People with type 1 diabetes (T1D) can live long, happy lives with proper care and disease management. Advancements in medication types and delivery methods give people the freedom to choose which treatment options work best with their particular circumstance. T1D prognoses can be greatly improved with a combination of treatments and lifestyle choices.
Insulin and other medications
Type 1 diabetes is managed through use of a variety of insulins. People with T1D must work closely with their medical team to find the right insulin treatment for their condition. Further information about the types of insulin and their effects are available on our insulin page.
Insulin can be delivered via syringes or pens, pumps or new artificial pancreas systems. Though the administration method, frequency and type of insulin dosage vary on a case-by-case basis, injections may be needed multiple times per day.
Metformin and other medications
Combined with insulin, diet and exercise, type 2 diabetes (T2D) drug metformin is sometimes prescribed to people with T1D to help treat their diabetes. Metformin helps control the body’s blood-sugar levels and how the liver processes sugar.
Used in conjunction with insulin, pramlintide is often prescribed after other medications prove not as effective as needed. It acts as a hormone to help the body better control blood sugar.
Blood pressure drugs, cholesterol medications and aspirin:
Medications for high blood pressure and high cholesterol as well as aspirin can be prescribed with insulin to help the overall health and treatment of diabetes. Since people with diabetes have an increased chance of cardiovascular disease, these drugs are used in combination with other diabetes medications.
Side effects of medications
The benefits of T1D medications far outweigh their associated side effects. The most common side effects of insulin are injection site reactions, which includes redness, soreness or irritation around the area. People can also experience lowered potassium levels and a risk of hypoglycemia. While these side effects can sound daunting, keep in mind that many people using these medications don’t experience serious side effects at all.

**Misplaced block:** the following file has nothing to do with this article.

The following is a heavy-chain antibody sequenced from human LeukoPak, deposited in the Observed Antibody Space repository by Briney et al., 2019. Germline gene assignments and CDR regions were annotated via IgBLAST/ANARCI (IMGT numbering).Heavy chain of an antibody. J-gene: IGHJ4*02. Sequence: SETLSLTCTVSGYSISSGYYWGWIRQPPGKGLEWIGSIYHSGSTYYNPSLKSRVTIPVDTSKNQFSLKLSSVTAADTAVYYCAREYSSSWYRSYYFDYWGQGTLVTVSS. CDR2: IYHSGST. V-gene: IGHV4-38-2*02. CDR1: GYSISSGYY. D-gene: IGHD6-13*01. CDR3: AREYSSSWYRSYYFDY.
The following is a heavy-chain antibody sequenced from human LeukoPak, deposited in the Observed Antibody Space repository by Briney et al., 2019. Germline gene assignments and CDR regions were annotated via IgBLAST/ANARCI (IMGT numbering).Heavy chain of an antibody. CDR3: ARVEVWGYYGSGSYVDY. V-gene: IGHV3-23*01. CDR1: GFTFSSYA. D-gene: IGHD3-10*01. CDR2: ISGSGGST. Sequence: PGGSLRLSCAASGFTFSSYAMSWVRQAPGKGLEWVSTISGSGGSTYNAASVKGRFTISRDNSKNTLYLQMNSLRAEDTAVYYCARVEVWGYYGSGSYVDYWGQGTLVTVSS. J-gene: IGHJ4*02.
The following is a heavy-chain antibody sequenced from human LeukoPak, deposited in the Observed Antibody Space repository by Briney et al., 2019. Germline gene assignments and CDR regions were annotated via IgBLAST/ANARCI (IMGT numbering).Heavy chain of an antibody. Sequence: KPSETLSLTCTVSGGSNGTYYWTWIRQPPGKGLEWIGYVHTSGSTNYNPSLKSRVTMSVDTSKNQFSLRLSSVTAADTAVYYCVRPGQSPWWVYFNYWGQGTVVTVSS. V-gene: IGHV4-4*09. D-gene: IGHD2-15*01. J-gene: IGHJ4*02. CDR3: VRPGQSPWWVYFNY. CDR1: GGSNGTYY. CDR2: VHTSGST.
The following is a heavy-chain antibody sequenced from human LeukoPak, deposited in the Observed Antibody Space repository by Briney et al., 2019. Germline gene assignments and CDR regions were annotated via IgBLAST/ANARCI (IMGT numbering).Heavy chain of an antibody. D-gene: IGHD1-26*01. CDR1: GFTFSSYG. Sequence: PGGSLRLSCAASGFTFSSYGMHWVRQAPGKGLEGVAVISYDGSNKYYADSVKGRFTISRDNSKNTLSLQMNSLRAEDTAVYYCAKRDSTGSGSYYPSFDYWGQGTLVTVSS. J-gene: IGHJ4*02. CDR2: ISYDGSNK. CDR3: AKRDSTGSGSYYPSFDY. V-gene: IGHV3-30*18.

Daily monitoring and lifestyle
Treatment for T1D includes monitoring and lifestyle choices in addition to medications. Each plays a role in the management and mitigation of T1D’s effects.
Knowing your blood-sugar levels and acting accordingly are among the most important ways to treat T1D. Monitoring lets a person know when insulin may be needed to correct high blood sugar or when carbohydrates may be needed to correct low blood sugar. Monitoring blood sugar can be done using traditional blood-sugar meters or continuous glucose monitors (CGMs).
People with T1D work with an endocrinologist to determine proper insulin-to-carb ratio. This ratio is the amount of insulin needed to balance the intake of a certain amount of carbohydrates (typically measured in grams). Measuring the amount of carbohydrates and factoring the insulin to carb (I:C) ratio helps maintain stable blood-sugar levels after eating.
For example, if your I:C is 1:12 and you have an apple that contains 24g carbs, you would take two units of insulin. Taking those two units of insulin prior to having the apple helps to avoid a high or low blood-sugar fluctuation post-snack.
Exercise and diet
A balanced diet is paramount to diabetic health. People with T1D benefit from a healthy mix of all four food groups, with a focus on a lower intake of empty carbs. Eating well and exercising regularly are important. Ensuring proper nutritional intake and keeping a healthy weight help curb the effects of diabetic wear on the body.
Regular medical check-ups
People with T1D regularly meet with a team of medical professionals (endocrinologist, ophthalmologist and dietitian) to help manage diabetes and to avoid the effects it has on the body.
Diabetes can cause wear on the kidneys, eyes, heart and circulatory system. Some of these secondary health issues may present themselves in consistently elevated blood sugars, dark urine, nausea/vomiting, spotty vision and more. Medical teams should be well informed about your case of diabetes and readily prepared to help.